mro-hirise-mars-athabasca-region-lava-flows-volcano-pia18932-full

FBI Has Almost 20 Cybers Stationed around the World

As part of cybersecurity awareness month, the FBI published this release about having almost 20 cybersecurity “Assistant Legal Attachés” around the world.

Another way we’re working to combat the cyber threat is by placing Bureau cyber experts in FBI legal attaché (legat) offices in strategic locations around the globe—a critical step because cyber threat actors can and do operate virtually anywhere in the world, crossing national and international borders with a few strokes of a keyboard to reach their victims.

Our experts are called cyber assistant legal attachés, or ALATs, and they work on a daily basis with law enforcement in host countries, sharing information, cooperating on investigations, and enhancing our relationships overall. Sometimes, they even work in the same physical space alongside their foreign counterparts.

The cyber ALAT program began in 2011, when several FBI Cyber Division personnel were deployed to a handful of legat offices to address significant cyber threats in those regions impacting U.S. interests and FBI investigations.

Five years later, there are eight permanent cyber ALAT positions—two in London and one each Bucharest, Romania; Canberra, Australia; The Hague, Netherlands; Tallinn, Estonia; Kyiv, Ukraine; and Ottawa, Canada. And currently, the Bureau maintains nearly a dozen temporary duty (TDY) cyber ALAT positions—their locations determined by the cyber threat environment and the host nation’s capabilities in working with the FBI in identifying, disrupting, and dismantling cyber threat actors and organizations.

I get the value of this program. The investigations into some  of the most disruptive cyberattackers require a lot of resources, and surely those resources are better spent if they’re working closely together.

But it does raise some questions. If an FBI Agent is working overseas and deploys an exotic technique there, is it bound by US law, the law of the host country, or by EO 12333? And if that technique ends up nabbing US defendants, do those defendants learn in discovery that the evidence came from an FBI Agent partnering with foreign law enforcement (or spooks) overseas? Or does this just get laundered with the protection DOJ provides foreign evidence.

All these cyber tools disembodied from a legal jurisdiction may be necessary, but it’d be nice to know what, if any, laws they operate under.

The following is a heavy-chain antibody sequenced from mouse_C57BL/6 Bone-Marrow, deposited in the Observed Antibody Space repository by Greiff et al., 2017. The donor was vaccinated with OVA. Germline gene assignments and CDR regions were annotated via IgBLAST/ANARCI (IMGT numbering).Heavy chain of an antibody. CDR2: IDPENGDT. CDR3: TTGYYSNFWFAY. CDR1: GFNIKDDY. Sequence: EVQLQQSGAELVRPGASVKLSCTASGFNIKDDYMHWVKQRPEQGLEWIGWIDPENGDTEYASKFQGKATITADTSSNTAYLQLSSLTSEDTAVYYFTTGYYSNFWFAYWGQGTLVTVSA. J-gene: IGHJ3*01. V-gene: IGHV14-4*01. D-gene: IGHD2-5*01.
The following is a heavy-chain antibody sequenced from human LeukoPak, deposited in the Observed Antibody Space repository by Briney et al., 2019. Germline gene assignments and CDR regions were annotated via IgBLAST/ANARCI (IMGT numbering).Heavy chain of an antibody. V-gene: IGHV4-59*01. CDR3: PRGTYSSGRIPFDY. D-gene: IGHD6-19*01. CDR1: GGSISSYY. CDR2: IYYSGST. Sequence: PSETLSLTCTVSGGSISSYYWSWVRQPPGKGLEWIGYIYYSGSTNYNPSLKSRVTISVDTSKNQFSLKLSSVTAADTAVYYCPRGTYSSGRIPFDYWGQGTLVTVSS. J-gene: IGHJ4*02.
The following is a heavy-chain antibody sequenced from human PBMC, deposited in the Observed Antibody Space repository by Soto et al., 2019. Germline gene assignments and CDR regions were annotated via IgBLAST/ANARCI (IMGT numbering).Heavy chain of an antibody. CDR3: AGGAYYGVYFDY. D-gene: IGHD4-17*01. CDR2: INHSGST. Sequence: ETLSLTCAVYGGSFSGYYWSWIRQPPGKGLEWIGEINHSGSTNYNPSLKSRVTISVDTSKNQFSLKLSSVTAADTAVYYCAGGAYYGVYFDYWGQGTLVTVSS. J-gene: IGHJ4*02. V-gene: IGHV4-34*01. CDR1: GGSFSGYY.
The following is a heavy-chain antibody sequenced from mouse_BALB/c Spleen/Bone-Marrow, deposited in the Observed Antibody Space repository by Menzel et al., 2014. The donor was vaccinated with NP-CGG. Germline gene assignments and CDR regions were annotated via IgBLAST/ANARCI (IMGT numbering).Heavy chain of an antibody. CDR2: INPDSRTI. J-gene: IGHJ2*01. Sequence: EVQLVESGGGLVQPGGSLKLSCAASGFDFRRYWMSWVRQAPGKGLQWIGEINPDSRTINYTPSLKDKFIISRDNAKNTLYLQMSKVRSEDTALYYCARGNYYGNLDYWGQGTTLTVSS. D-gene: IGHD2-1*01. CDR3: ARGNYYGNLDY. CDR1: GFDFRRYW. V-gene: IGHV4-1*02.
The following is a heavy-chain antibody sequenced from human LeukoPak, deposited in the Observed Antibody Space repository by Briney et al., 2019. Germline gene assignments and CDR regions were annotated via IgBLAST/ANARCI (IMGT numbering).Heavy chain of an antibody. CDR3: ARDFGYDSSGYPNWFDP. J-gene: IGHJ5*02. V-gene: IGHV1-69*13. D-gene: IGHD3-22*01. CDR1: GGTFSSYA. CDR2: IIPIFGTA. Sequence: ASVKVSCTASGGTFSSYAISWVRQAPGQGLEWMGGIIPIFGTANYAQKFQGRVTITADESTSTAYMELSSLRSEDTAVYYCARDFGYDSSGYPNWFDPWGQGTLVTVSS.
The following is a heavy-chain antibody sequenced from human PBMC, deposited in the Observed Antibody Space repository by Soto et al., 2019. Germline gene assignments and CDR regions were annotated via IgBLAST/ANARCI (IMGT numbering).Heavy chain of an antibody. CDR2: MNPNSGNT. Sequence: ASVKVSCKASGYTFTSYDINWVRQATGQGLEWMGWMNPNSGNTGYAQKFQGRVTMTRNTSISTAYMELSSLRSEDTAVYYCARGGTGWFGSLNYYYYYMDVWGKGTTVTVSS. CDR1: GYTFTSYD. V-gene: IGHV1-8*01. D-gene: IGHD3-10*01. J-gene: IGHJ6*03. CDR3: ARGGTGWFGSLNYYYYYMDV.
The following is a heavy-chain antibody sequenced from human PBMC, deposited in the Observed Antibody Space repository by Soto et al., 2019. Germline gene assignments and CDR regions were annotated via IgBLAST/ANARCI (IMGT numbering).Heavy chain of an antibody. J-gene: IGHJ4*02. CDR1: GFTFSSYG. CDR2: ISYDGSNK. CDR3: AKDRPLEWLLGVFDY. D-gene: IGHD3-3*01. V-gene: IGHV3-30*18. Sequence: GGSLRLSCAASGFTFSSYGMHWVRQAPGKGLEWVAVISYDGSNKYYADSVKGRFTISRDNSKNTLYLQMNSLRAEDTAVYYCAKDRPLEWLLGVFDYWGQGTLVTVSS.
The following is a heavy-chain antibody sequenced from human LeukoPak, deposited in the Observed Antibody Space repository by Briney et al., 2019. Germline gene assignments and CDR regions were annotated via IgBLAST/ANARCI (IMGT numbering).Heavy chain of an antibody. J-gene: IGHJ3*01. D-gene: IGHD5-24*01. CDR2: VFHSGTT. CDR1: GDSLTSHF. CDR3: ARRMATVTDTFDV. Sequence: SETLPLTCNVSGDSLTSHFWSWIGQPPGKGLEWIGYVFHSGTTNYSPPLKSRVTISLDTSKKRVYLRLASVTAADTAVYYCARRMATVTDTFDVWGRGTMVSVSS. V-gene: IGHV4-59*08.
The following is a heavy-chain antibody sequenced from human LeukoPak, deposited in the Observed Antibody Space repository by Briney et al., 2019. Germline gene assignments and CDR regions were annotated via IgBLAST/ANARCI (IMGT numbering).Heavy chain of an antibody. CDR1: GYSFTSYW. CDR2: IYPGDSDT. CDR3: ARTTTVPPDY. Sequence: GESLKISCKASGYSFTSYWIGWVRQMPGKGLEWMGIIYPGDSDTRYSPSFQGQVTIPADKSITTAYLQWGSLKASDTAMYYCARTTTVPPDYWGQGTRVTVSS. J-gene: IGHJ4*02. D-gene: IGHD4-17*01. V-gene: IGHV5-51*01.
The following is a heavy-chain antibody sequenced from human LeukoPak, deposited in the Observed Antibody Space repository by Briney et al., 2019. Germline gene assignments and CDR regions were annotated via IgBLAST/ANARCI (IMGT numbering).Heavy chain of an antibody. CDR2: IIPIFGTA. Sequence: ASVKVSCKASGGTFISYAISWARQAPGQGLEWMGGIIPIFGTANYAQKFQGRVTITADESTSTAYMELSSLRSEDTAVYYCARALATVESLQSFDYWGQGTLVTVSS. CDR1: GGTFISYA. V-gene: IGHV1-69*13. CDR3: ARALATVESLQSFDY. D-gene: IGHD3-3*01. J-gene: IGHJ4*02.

Marcy has been blogging full time since 2007. She’s known for her live-blogging of the Scooter Libby trial, her discovery of the number of times Khalid Sheikh Mohammed was waterboarded, and generally for her weedy analysis of document dumps.

Marcy Wheeler is an independent journalist writing about national security and civil liberties. She writes as emptywheel at her eponymous blog, publishes at outlets including the Guardian, Salon, and the Progressive, and appears frequently on television and radio. She is the author of Anatomy of Deceit, a primer on the CIA leak investigation, and liveblogged the Scooter Libby trial.

Marcy has a PhD from the University of Michigan, where she researched the “feuilleton,” a short conversational newspaper form that has proven important in times of heightened censorship. Before and after her time in academics, Marcy provided documentation consulting for corporations in the auto, tech, and energy industries. She lives with her spouse and dog in Grand Rapids, MI.

2 replies
  1. martin says:

    I’m curious when the FBI was turned into a world wide investigation institution. I always thought their mandate was DOMESTIC only.  I mean, crap, now we have NSA, CIA, FBI, DEA, DOD spooks and lord knows who else running around the planet doing lord knows what with other governments.  I wonder if there is any kind of Congressional “central oversight” of all these operations? Sounds like a perfect scenario where the right hand doesn’t know what the left hand is doing, and the brain doesn’t give a shit which one is doing what.

  2. bloopie2 says:

    Yeah, you never saw Efrem Zimbalist, Jr. typing on a laptop.
    The post raises a good question, but with the huge number of similar questions out there already, and the slowness of the judicial process, I’ll bet that said question doesn’t get answered before we are all parked in wheelchairs in the lounge of the old folks’ home watching Wheel Of Fortune before going to bed at eight o’clock.

Comments are closed.